The thing about our stories

For the last ten years, I had this story that I wasn’t capable of quitting alcohol.Close-up of female hands holding teacup in front of opened book

I knew my life would be better without it. I knew it wasn’t serving my most beautiful vision for my life – the one where I am vibrant when I wake in the morning, completely present when I talk with my husband in the evening after the girls are tucked in bed. I knew I was using it to numb out – to take the edge off of what often felt like too many little (and big) things to do.

And yet, even with crystal clarity about the ways in which using alcohol was keeping me at distance from my vision for my life, I had this powerful story that I simply couldn’t give it up. That the edge-softening experience my evening wine brought me – the permission (and physical assistance) it gave me to relax – would always overpower my desire to live this cleaner, more present life.

I tumbled around with this struggle for a while. About three years, at the peak of it. Waking up angry at myself for making choices that I absolutely knew weren’t in service of my vision for my life.
Then, one day, in spite of this persistent story that I wasn’t capable of quitting –  I decided to “not drink for a little while.” I called it my alcohol sabbatical. That night, instead of pouring a glass of wine after work, I made myself some tea.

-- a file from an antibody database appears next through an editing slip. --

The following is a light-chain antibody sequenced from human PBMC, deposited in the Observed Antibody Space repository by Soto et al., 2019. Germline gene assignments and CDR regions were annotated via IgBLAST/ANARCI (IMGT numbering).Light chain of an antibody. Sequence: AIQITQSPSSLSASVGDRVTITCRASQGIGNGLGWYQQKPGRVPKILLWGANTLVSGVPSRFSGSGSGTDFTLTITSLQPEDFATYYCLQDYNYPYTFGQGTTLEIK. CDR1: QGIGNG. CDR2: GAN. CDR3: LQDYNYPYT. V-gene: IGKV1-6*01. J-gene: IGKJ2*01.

I went that whole night without having my ritual evening glass(es) of wine. To my absolute astonishment, I did it again the next day. And the next.

Pretty soon, that story about me not being capable of living my evenings without alcohol changed. I had this new story – the one where I wasn’t drinking for a bit, where I was “taking a break” from alcohol.

My alcohol sabbatical is coming up on three years in September. I really like the way I feel. I like not drinking. My life is more vibrant and peaceful. I get along with my amazing husband way better than I did before. I am peaceful and present for my daughters in the evening because I’m no longer hurrying to get to my glass of wine. I am living in congruence with my vision for my life and I love that.

Here’s the thing: alcohol may not be your issue. I know lots of people who have a glass of wine or a beer at night and all is well in their world. They are happy with that. Alcohol is not the problem for them. Instead, maybe…

  • You have a story that says you aren’t capable of getting up on stage and delivering a speech that moves people.
  • You tell yourself you aren’t ready to offer your services at rates that will sustain your business.
  • You believe that you can’t handle all that it takes to have a full and lucrative career and care for your family or your health.
  • You can’t imagine ever figuring out how to fit exercise into your life given the overwhelming list of  things you really must do to be successful in your work and family life.

Or maybe your stories and the beliefs those stories feed are different than these.

Of this I’m sure, though:

There IS a story at the base of whatever is happening in our lives. There is always a story.

Stories are powerful engines. They drive behavior. They energize and they deflate us. This is why, if we want to make a real difference in the world and feel peaceful inside while we do it, we MUST shine a light on the stories that are driving our lives.